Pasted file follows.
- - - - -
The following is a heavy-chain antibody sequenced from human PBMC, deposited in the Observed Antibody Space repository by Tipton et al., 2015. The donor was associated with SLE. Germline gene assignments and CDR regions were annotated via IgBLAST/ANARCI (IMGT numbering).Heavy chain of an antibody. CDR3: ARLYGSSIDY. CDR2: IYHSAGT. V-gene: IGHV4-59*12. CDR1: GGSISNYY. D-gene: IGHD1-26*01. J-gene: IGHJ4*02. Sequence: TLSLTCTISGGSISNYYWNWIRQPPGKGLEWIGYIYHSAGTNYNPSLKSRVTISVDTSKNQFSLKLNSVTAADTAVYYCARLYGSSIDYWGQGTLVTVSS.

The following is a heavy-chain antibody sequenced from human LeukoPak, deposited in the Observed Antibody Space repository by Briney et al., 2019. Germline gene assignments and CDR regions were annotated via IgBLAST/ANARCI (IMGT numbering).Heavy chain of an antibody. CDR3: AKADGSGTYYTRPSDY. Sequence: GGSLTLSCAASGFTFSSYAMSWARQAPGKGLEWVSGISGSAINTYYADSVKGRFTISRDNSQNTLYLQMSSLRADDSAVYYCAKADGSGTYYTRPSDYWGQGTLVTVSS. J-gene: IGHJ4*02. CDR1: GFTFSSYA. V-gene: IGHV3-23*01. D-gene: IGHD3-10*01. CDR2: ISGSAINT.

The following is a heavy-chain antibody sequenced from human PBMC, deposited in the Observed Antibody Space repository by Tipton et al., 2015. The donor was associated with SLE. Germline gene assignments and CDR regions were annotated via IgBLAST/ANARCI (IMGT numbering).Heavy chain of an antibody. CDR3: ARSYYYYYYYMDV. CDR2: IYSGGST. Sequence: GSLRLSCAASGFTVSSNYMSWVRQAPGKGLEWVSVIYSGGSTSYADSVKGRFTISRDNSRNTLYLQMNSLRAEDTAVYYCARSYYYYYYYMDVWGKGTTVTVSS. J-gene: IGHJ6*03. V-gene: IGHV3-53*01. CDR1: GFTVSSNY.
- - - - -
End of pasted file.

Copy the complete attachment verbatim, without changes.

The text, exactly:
The following is a heavy-chain antibody sequenced from human PBMC, deposited in the Observed Antibody Space repository by Tipton et al., 2015. The donor was associated with SLE. Germline gene assignments and CDR regions were annotated via IgBLAST/ANARCI (IMGT numbering).Heavy chain of an antibody. CDR3: ARLYGSSIDY. CDR2: IYHSAGT. V-gene: IGHV4-59*12. CDR1: GGSISNYY. D-gene: IGHD1-26*01. J-gene: IGHJ4*02. Sequence: TLSLTCTISGGSISNYYWNWIRQPPGKGLEWIGYIYHSAGTNYNPSLKSRVTISVDTSKNQFSLKLNSVTAADTAVYYCARLYGSSIDYWGQGTLVTVSS.

The following is a heavy-chain antibody sequenced from human LeukoPak, deposited in the Observed Antibody Space repository by Briney et al., 2019. Germline gene assignments and CDR regions were annotated via IgBLAST/ANARCI (IMGT numbering).Heavy chain of an antibody. CDR3: AKADGSGTYYTRPSDY. Sequence: GGSLTLSCAASGFTFSSYAMSWARQAPGKGLEWVSGISGSAINTYYADSVKGRFTISRDNSQNTLYLQMSSLRADDSAVYYCAKADGSGTYYTRPSDYWGQGTLVTVSS. J-gene: IGHJ4*02. CDR1: GFTFSSYA. V-gene: IGHV3-23*01. D-gene: IGHD3-10*01. CDR2: ISGSAINT.

The following is a heavy-chain antibody sequenced from human PBMC, deposited in the Observed Antibody Space repository by Tipton et al., 2015. The donor was associated with SLE. Germline gene assignments and CDR regions were annotated via IgBLAST/ANARCI (IMGT numbering).Heavy chain of an antibody. CDR3: ARSYYYYYYYMDV. CDR2: IYSGGST. Sequence: GSLRLSCAASGFTVSSNYMSWVRQAPGKGLEWVSVIYSGGSTSYADSVKGRFTISRDNSRNTLYLQMNSLRAEDTAVYYCARSYYYYYYYMDVWGKGTTVTVSS. J-gene: IGHJ6*03. V-gene: IGHV3-53*01. CDR1: GFTVSSNY.